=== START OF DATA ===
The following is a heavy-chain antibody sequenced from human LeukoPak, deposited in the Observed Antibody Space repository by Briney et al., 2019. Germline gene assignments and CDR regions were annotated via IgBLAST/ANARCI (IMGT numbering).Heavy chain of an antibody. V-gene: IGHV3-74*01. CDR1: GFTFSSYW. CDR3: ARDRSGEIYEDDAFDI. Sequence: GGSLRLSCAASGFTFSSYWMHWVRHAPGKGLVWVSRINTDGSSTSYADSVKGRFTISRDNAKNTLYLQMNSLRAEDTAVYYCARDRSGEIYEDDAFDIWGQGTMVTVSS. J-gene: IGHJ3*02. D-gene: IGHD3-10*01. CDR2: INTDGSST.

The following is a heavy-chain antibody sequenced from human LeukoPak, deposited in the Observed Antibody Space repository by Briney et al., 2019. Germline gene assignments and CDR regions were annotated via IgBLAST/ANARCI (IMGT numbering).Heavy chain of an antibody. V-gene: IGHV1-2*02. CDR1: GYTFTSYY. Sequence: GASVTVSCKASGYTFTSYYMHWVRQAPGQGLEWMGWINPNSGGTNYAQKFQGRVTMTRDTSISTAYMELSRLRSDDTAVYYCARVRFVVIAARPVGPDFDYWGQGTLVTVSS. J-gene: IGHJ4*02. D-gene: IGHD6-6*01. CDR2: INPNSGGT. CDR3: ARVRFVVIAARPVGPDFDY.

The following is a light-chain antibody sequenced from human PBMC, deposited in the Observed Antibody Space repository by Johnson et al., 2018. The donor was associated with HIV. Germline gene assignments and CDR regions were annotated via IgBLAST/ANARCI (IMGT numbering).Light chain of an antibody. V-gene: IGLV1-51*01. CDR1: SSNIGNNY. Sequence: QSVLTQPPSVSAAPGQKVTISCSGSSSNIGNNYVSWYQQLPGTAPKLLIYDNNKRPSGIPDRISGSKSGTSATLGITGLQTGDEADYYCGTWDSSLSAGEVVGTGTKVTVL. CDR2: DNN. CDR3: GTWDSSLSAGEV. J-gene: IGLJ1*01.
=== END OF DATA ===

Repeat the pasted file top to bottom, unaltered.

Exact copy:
The following is a heavy-chain antibody sequenced from human LeukoPak, deposited in the Observed Antibody Space repository by Briney et al., 2019. Germline gene assignments and CDR regions were annotated via IgBLAST/ANARCI (IMGT numbering).Heavy chain of an antibody. V-gene: IGHV3-74*01. CDR1: GFTFSSYW. CDR3: ARDRSGEIYEDDAFDI. Sequence: GGSLRLSCAASGFTFSSYWMHWVRHAPGKGLVWVSRINTDGSSTSYADSVKGRFTISRDNAKNTLYLQMNSLRAEDTAVYYCARDRSGEIYEDDAFDIWGQGTMVTVSS. J-gene: IGHJ3*02. D-gene: IGHD3-10*01. CDR2: INTDGSST.

The following is a heavy-chain antibody sequenced from human LeukoPak, deposited in the Observed Antibody Space repository by Briney et al., 2019. Germline gene assignments and CDR regions were annotated via IgBLAST/ANARCI (IMGT numbering).Heavy chain of an antibody. V-gene: IGHV1-2*02. CDR1: GYTFTSYY. Sequence: GASVTVSCKASGYTFTSYYMHWVRQAPGQGLEWMGWINPNSGGTNYAQKFQGRVTMTRDTSISTAYMELSRLRSDDTAVYYCARVRFVVIAARPVGPDFDYWGQGTLVTVSS. J-gene: IGHJ4*02. D-gene: IGHD6-6*01. CDR2: INPNSGGT. CDR3: ARVRFVVIAARPVGPDFDY.

The following is a light-chain antibody sequenced from human PBMC, deposited in the Observed Antibody Space repository by Johnson et al., 2018. The donor was associated with HIV. Germline gene assignments and CDR regions were annotated via IgBLAST/ANARCI (IMGT numbering).Light chain of an antibody. V-gene: IGLV1-51*01. CDR1: SSNIGNNY. Sequence: QSVLTQPPSVSAAPGQKVTISCSGSSSNIGNNYVSWYQQLPGTAPKLLIYDNNKRPSGIPDRISGSKSGTSATLGITGLQTGDEADYYCGTWDSSLSAGEVVGTGTKVTVL. CDR2: DNN. CDR3: GTWDSSLSAGEV. J-gene: IGLJ1*01.